8 Common Car Smells and What They Mean
With the temperatures at their all-time high heading into the home stretch of summer, your vehicle’s components get put to the test at this time of year. The higher temperatures take a toll on just about every part of your car, so maintaining your car throughout the summer is essential.
One of the easiest ways to maintain your car in the summer is to stay alert for unusual smells. Since your vehicle has many different components built from various materials, unique smells can appear out of nowhere. Unusual smells coming from your car should be taken very seriously as they can indicate failing components. Let’s look at the 8 most common car smells and what they mean.
Common Car Smells and What They Could Be
1. Burnt Rubber
The indistinct smell of burning rubber is one of the most common car smells that indicate an issue. Since many of the components on your vehicle are made of rubber, the cause of this smell can come from many different problems. The common issues associated with a burnt rubber smell in your vehicle include slipping belts, a faulty A/C compressor, transmission issues, and tire rubbing.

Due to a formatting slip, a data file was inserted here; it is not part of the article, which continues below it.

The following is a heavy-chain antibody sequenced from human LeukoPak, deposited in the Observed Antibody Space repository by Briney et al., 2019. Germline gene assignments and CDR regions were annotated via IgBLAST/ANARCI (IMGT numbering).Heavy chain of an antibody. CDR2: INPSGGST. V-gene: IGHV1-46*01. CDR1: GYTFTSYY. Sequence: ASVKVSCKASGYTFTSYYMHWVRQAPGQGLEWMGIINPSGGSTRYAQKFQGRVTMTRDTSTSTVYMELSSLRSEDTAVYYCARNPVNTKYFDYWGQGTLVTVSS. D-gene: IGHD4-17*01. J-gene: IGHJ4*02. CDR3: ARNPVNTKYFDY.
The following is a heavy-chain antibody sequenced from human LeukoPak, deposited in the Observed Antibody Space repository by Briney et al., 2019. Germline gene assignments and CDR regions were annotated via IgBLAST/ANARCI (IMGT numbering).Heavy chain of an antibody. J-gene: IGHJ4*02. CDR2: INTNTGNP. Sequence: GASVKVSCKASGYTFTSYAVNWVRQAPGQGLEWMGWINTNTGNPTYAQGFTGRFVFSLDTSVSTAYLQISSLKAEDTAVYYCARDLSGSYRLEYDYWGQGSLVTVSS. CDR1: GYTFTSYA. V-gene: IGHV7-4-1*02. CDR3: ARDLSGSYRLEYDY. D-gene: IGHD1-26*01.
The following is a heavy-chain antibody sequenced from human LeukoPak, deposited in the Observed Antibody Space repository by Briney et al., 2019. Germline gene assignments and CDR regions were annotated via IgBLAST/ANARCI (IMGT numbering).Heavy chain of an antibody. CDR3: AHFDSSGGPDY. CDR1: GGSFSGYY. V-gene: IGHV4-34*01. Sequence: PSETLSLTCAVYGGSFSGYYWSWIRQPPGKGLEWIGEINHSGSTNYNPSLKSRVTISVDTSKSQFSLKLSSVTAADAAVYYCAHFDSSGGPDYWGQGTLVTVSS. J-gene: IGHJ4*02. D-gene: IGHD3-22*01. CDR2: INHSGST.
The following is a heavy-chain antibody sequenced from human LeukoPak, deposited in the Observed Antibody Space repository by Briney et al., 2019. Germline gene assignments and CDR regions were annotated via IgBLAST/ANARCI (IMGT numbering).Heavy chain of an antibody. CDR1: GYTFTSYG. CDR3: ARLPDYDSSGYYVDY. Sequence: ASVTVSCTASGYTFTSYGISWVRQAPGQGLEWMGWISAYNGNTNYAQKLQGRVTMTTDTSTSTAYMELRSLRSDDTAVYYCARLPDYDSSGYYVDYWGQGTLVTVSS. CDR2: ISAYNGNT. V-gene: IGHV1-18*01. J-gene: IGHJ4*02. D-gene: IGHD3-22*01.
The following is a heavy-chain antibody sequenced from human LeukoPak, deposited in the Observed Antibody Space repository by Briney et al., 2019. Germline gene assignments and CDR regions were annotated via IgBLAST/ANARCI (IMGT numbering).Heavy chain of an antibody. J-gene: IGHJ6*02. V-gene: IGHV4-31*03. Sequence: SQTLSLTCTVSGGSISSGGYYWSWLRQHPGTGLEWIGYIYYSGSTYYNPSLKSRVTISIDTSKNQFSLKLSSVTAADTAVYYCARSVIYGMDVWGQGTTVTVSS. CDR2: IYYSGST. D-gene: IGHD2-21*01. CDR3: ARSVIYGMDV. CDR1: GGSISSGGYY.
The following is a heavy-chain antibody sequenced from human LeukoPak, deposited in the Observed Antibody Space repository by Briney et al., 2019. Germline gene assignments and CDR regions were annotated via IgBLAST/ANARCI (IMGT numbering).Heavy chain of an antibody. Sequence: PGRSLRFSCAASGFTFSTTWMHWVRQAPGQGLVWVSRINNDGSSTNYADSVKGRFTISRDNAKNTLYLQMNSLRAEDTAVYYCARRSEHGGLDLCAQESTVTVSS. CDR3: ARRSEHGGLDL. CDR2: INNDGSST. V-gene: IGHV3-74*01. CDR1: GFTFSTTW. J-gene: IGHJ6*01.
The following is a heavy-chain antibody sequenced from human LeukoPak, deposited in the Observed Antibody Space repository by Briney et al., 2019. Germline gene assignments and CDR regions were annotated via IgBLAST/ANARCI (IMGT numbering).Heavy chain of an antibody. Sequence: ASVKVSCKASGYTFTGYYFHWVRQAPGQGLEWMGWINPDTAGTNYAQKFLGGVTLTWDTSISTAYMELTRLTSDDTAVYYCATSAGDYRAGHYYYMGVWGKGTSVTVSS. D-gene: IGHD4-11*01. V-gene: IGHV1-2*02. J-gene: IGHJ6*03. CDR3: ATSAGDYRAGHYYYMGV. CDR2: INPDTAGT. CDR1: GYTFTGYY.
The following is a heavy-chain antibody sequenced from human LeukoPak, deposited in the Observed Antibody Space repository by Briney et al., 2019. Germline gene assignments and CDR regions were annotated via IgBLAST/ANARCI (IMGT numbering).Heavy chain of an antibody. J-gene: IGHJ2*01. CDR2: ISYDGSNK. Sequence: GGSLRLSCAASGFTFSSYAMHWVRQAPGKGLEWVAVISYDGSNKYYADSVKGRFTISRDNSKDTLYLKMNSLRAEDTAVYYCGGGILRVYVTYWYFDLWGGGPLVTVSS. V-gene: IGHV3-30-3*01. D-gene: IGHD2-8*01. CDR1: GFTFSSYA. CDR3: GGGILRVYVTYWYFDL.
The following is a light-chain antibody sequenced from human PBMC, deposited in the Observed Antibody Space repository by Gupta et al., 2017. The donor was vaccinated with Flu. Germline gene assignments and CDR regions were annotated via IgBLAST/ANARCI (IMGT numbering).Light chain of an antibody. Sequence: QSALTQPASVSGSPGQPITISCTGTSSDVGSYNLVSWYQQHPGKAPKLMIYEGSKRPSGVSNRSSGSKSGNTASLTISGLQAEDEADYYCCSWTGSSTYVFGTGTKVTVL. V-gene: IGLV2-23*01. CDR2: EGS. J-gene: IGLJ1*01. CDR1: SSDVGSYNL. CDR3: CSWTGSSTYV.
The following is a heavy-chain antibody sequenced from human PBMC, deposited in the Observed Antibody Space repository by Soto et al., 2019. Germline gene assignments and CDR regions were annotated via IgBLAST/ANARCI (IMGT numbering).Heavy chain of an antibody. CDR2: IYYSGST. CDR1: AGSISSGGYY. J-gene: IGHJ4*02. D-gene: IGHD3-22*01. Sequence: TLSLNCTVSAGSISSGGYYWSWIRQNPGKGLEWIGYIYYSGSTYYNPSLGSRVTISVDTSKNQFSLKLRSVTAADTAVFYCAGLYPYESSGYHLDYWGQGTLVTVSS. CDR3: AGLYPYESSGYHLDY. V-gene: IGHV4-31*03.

The serpentine belt on your vehicle is responsible for turning the accessories on your engine. Over time, these belts can start to wear, crack, and fray, causing them to slip. When serpentine belts slip on the pulley, they can start to burn and emit a burnt rubber smell. If you believe your serpentine belt is slipping, you must replace it as soon as possible to reduce the chances of it falling apart while driving.
Faulty A/C Compressor
The A/C compressor on your engine is the primary component that generates power for your car’s air conditioning system. It utilizes a clutch and pulley system to cycle on and off to keep your car’s cabin cool. A burning rubber smell can come from your air conditioner compressor due to the clutch becoming stuck and the belt slipping across the stuck pulley or the internal components or your compressor burning up. A malfunctioning A/C system will usually accompany this, so you will likely experience multiple symptoms.
A slipping automatic transmission can also cause a burning rubber smell in your car. Transmission issues can range from small leaks to larger failures of the entire transmission. A burning rubber smell from automatic transmissions usually indicates that the bands within the transmission are slipping, which will require a professional mechanic to repair the issue.
Lastly, one of the larger rubber components of your vehicle, your tires, can lead to burning rubber smells. This is usually due to your tires rubbing against worn-out suspension components or against the frame/body of the vehicle. This can also be due to a misalignment of the wheels that causes the tires to rub against other components.